Starlink's Quest for an Astronomical Internet Experience
On May 15th, prior to a wonderful sea landing, SpaceX Falcon 9 rocket launched a fleet of 52 new Starlink satellites alongside the two rideshare satellites. As SpaceX works to extend its flourishing broadband constellation, it successfully launched one of its 229-foot-tall (70-meter) workhorse Falcon 9 rockets for the third time in a short span of time.
The day was windy and the few clouds scattered in the blue skies above the launch pad put on quite a display, all seemingly adding up to a grandiose welcoming of the launch. At 6:56 p.m. Eastern, the Falcon 9 rocket lifted off from Kennedy Space Center's Launch Complex 39A. In about an hour and 38 minutes after the lift-off the rocket's primary payload released 52 Starlink satellites from its upper stage. However, this time, rather than the usual 60 Starlink satellites, the rocket carried two more rideshare payloads, where one was the newest of Capella Space's synthetic aperture radar (SAR) imaging satellites and the other was Tyvak-0130 satellite designed by Tyvak Nano-Satellite Systems.
As of May 2021, the company has sent more than 530 satellites into space and all rode on reused rockets. Since, reusability accounted for a more pocket-friendly affair which is important, as SpaceX is both the launch provider as well as the customer of Starlink’s services.
The Purpose of Starlink
Among Elon Musk's ventures, a less familiar venture or one could say that it just rose to fame, after making its debut on the news is Starlink. Starlink is the name of SpaceX's growing network, otherwise referred to as 'constellation' of orbital satellites. It is technically a division within SpaceX. The first prototype satellites were launched into orbit in 2018, after the network's construction began in 2015.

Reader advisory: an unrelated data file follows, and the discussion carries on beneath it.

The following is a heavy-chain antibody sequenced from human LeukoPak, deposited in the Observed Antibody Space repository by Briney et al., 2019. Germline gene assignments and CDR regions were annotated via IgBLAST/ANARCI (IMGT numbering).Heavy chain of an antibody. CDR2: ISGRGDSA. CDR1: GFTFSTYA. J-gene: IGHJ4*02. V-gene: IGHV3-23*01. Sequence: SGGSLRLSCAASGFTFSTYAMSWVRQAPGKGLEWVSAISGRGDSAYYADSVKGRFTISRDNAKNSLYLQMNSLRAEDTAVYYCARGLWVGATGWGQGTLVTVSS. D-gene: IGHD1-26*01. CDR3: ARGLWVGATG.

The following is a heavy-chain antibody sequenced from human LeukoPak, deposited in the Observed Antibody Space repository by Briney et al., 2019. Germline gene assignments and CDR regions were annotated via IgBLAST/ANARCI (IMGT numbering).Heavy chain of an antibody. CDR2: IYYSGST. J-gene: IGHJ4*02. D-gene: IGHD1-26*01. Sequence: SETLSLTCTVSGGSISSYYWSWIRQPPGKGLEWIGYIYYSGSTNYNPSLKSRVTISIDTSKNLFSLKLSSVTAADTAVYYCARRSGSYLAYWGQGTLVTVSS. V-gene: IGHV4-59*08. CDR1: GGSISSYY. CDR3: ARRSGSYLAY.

Its sole mission is to provide internet connections to anyone on the planet through a growing network of private satellites floating away in the orbit. After years of development and securing nearly $ 885.5 million in grant funds from the Federal Communications Commission (FCC), Starlink at last launched to fame this year, the project surpassed 1,000 satellites into the orbit and now sits at 1,625 as of May.
Starlink now serves over 10,000 customers and the service is working towards extending preorders to more potential users. Like HughesNet or Viasat, Starlink too aims to sell internet access, especially to those in remote areas and other parts of the world who lack access to high-speed internet. It’s built to cater to that challenge where some parts of the world still face buffering of videos, slow loading of webpages or slow downloading of favourite songs or even failure to load or download the page.
There’s even the option to cater to the absence of owning a router, as its app, supporting android and iOS, uses augmented reality that picks up the best location and position for its receivers. Its speed varies from 50 to 150 megabytes per second and latency from anywhere between 20 to 40 milliseconds in most locations, as per Starlink’s website. The site also promised to establish more ground stations, improvement of networking softwares, data speed, latency and the eventual improvement of uptime to the number of satellites launched and to be launched further.
To that end, Musk had tweeted saying that he expects the service to double its top speeds to 300Mbps by the end of the year.